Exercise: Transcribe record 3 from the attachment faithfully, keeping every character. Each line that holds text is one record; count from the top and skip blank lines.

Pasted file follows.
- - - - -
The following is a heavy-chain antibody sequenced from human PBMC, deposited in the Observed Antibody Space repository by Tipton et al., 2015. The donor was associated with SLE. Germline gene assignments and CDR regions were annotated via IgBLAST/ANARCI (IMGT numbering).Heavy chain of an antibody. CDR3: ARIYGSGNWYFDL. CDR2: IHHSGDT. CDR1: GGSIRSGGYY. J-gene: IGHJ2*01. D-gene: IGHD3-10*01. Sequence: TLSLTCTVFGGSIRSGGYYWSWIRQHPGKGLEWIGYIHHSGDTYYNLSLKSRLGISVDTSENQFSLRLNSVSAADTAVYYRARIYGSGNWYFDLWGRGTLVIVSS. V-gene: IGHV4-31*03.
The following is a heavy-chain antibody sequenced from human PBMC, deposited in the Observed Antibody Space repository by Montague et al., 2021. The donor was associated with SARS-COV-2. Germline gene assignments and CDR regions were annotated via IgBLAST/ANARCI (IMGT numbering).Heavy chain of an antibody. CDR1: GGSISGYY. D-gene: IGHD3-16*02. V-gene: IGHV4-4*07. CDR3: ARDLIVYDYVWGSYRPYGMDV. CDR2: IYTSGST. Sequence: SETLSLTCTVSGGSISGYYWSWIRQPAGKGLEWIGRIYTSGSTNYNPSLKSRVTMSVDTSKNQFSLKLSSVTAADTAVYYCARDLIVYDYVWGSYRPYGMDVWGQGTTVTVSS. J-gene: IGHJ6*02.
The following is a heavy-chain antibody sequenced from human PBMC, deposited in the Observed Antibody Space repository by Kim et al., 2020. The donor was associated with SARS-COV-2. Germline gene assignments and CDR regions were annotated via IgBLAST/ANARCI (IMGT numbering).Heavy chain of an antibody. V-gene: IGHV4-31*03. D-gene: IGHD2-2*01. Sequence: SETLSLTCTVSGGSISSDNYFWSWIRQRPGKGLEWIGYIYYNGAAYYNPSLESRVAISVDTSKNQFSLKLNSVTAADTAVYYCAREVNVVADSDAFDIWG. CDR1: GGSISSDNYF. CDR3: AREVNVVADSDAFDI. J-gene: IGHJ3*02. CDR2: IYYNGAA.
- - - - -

The following is a heavy-chain antibody sequenced from human PBMC, deposited in the Observed Antibody Space repository by Kim et al., 2020. The donor was associated with SARS-COV-2. Germline gene assignments and CDR regions were annotated via IgBLAST/ANARCI (IMGT numbering).Heavy chain of an antibody. V-gene: IGHV4-31*03. D-gene: IGHD2-2*01. Sequence: SETLSLTCTVSGGSISSDNYFWSWIRQRPGKGLEWIGYIYYNGAAYYNPSLESRVAISVDTSKNQFSLKLNSVTAADTAVYYCAREVNVVADSDAFDIWG. CDR1: GGSISSDNYF. CDR3: AREVNVVADSDAFDI. J-gene: IGHJ3*02. CDR2: IYYNGAA.